Potential homebuyers get information on the property market in Beijing on Dec 23, 2018. (PHOTO / IC VIA CHINADAILY.COM.CN)
For young Chinese professionals from all parts of China working and living in Beijing, high home prices create twin anxieties: big loans that may take a lifetime to pay off; and the fear of property price falls.
I was born in Beijing and live with my family, which means I don't feel the "stressful" housing problem that some of friends who have come from other places constantly discuss.
"It's fairly stressful to live in Beijing. The major reason is that every month more than 17,000 yuan (US$2,473) goes toward mortgage repayment, straining my family's finances," said Gloria Yang, 29, a friend who hails from Central China's Hubei province.
It's fairly stressful to live in Beijing. The major reason is that every month more than 17,000 yuan goes toward mortgage repayment, straining my family's finances
"Straining" here should mean just that. Both her salary and her husband's stipend as a reading doctor can't cover mortgage repayments and living costs. The couple depend on their parents' financial support. "I hope the situation will get better after my husband graduates and starts to work," Yang said.
"Last year, a pre-owned apartment similar to mine, one floor below in the same building, sold for about 150,000 yuan less than what we paid for our home. I wouldn't be happy if (pre-owned) home prices continue to fall, as that would mean I'd end up paying off debts for something that's not really worth that much."
Yang's sentiments may find an echo among many young people in Beijing, Shanghai, Guangzhou and Shenzhen－China's first-tier cities. Over the past decade, pre-owned home prices rose 12 percent year-on-year there, said a report from Haitong Securities. Forget buying brand new properties, even old homes, it seems, are beyond reach.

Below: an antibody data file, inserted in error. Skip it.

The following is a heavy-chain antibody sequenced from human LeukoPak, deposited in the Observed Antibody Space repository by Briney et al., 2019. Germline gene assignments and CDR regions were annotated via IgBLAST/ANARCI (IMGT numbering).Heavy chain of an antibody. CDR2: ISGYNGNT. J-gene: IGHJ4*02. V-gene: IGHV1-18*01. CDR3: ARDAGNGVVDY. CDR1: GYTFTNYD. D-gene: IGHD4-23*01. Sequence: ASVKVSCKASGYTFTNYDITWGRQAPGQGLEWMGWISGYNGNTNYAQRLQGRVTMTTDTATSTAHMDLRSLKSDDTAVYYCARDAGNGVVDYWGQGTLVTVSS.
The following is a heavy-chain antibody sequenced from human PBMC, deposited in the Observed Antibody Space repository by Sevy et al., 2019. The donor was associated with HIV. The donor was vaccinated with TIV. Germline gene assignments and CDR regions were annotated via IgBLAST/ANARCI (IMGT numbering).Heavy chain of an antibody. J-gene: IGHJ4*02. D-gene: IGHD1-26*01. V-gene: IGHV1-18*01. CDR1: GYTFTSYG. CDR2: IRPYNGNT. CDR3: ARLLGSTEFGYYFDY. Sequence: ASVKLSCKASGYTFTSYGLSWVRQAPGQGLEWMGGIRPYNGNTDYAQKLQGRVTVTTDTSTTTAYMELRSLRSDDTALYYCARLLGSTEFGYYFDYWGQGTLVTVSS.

But the situation may change for the better. This year, city-and county-level administrations have continued to tweak housing regulations to prevent property markets from overheating or contracting. First-tier cities are trying to rein in the runaway rise of new home prices.
Such measures are helping shape stable expectations of home prices, which will in turn ease concerns that falling pre-owned home prices will drag a family such as Yang's into having more debts than assets.
To be sure, there's no magic wand that can simply shrink young people's mortgage amounts. But there's no cause for despair either.
A more efficient capital market, in tandem with the flourishing asset management industry, is expected to help them maximize returns on their investments made from their savings, and thus reduce debt burdens. As a financial journalist, I'm aware that over the past few months, top regulators have attached unprecedented importance to facilitating the development of China's capital market. The launch of Nasdaq-styled STAR Market in June is a case in point. For individuals, this could mean more personalized financial products with higher investment efficiency in the future.
READ MORE: China's home prices remain stable in June
More measures are underway to help young people who haven't been able to purchase homes due to high prices, to become homeowners, as well as others who wish to rent homes in convenient or coveted housing estates that are currently beyond their budgets. New rental markets are being developed quickly. Housing supply is being increased in cities that have net inflows of people from other places.
I think China's current thrust on high-quality development will help tackle the problem of high costs of housing, as ensuring people's happiness continues to be a top priority for the nation.
HONG KONG NEWS